Wide Receivers: Ride The Early Elite-Wave and Then Draft Will Fuller (no matter what)

While there are some questionable running backs filling in the turn from Round 1 into Round 2, the wide receivers in that same area offer more tantalizing upside and safer floors. Davante Adams, Julio Jones, Tyreek Hill, and to a lesser extent, DeAndre Hopkins all fall into that area and represent safe picks with high upside (Hopkins, as I wrote about earlier this summer, is the only one who concerns me slightly in that area). You can find plenty of other great values late using the ADP Bargains Tool (as I did here when I highlighted three wide receivers in my Yahoo! ADP values piece), but I want to especially highlight Will Fuller for a minute here.

Fuller is one of my favorite breakout candidates this year. The Texans opened up over 34% of their team’s targeted air yards and 28% of the team’s targets when it traded Hopkins to the Cardinals. Fuller set career-highs last season with 49 catches and 670 yards, so I understand the reservations around him as he has struggled to stay healthy at the NFL level. But with a current 11th-round price tag in Yahoo!, Fuller is a league-winning wide receiver candidate with a bargain-basement price tag. And, if you pair him with Deshaun Watson as I mentioned above, then you’re cooking with gas, as Watson averaged more than 7.0 more fantasy points per game when Fuller started heading into 2019. The Texans vacated the No. 1 wide receiver position on their squad and Fuller is in line to fill that void. Don’t miss out on his upside given this massively depressed ADP.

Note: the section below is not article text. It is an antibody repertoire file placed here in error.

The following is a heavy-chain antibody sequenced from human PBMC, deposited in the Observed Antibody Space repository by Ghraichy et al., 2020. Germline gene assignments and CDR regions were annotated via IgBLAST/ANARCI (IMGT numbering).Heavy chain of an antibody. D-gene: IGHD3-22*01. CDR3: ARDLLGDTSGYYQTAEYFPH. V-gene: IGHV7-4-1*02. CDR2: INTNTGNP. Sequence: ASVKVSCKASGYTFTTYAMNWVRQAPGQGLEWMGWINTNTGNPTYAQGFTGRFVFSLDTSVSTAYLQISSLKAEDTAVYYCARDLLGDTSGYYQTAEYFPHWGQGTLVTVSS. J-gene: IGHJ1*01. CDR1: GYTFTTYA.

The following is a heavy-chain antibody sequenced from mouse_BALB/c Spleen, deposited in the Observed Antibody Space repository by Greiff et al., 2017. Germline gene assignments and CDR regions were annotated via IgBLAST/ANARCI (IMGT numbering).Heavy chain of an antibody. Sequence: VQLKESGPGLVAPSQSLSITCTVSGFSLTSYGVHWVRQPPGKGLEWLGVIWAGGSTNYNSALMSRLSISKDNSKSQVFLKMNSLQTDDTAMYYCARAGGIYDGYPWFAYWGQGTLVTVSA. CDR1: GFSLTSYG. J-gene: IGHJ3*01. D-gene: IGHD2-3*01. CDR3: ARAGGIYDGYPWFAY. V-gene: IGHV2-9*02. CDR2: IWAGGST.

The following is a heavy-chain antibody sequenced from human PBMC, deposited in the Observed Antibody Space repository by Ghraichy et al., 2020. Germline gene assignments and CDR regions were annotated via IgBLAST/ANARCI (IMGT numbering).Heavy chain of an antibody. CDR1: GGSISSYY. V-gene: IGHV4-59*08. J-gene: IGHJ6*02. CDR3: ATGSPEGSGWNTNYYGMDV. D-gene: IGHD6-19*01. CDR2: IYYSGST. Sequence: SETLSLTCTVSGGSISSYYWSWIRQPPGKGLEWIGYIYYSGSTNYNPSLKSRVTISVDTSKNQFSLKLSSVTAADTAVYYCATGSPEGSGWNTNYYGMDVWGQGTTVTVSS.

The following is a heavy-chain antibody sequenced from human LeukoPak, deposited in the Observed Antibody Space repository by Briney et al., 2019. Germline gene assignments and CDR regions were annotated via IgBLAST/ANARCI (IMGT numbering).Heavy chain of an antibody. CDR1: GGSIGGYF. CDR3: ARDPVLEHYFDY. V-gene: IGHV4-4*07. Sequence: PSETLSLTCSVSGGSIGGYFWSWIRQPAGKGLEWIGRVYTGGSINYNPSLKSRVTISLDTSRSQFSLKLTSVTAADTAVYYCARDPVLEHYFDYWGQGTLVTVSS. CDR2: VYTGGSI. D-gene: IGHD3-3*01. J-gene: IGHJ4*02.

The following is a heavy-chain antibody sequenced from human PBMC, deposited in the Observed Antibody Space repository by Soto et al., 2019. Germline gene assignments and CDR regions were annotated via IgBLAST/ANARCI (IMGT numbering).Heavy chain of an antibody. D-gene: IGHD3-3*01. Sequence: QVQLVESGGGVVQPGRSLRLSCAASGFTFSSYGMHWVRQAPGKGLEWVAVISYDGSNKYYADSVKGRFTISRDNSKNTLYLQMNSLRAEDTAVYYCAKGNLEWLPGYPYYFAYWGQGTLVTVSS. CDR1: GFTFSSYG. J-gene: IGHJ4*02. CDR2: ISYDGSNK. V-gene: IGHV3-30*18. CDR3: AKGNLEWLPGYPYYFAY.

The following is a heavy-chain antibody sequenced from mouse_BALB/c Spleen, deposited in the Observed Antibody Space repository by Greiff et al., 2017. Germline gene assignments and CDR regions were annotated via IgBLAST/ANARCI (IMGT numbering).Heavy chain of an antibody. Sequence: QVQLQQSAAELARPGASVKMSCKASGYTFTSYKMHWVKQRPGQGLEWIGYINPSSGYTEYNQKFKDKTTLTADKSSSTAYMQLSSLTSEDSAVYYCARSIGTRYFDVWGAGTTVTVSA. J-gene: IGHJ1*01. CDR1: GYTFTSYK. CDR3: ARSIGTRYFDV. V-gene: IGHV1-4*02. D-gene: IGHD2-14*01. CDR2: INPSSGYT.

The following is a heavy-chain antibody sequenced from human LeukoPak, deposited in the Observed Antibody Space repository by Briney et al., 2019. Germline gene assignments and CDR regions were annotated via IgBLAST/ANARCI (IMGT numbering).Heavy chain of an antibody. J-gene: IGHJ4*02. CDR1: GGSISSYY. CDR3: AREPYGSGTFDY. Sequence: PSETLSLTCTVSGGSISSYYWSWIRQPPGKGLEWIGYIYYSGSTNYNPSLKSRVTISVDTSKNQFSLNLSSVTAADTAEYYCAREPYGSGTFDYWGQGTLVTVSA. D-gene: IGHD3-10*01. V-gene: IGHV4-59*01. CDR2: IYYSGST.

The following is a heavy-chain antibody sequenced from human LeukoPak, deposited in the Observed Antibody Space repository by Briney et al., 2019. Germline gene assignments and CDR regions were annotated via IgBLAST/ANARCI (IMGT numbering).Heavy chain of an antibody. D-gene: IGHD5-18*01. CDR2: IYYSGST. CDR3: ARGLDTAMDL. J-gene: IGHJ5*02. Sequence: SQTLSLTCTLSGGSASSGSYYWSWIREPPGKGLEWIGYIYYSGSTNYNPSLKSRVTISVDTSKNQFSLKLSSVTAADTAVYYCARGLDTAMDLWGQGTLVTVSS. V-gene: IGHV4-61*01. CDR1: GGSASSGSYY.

The Bottom Line

These recommendations are not gospel. Use which ones you agree with or fit the way your draft is flowing. Or tweak these strategies to match your own philosophy. As your draft approaches, be sure to utilize 4for4’s Draft Analyzer tool. It uses your league’s scoring settings and 4for4’s rankings to help you strategize. For more information, check out Jennifer Eakins’ Draft Analyzer Walkthrough.

Lastly, this handy 16-round cheat sheet is compiled both by using 4for4’s ADP Bargains tool and my own general feelings on some players. Use it as much or little as you’d like. I put some player names into rounds to reflect where they should be taken, even if that round is ahead of the current ADP. For instance, Clyde Edwards-Helaire is worthy of a first-round pick, but his ADP doesn’t reflect that yet. So in order to actually acquire him and at relative value, you’ll need to (likely) take him in Round 1, which is where I included him in the chart.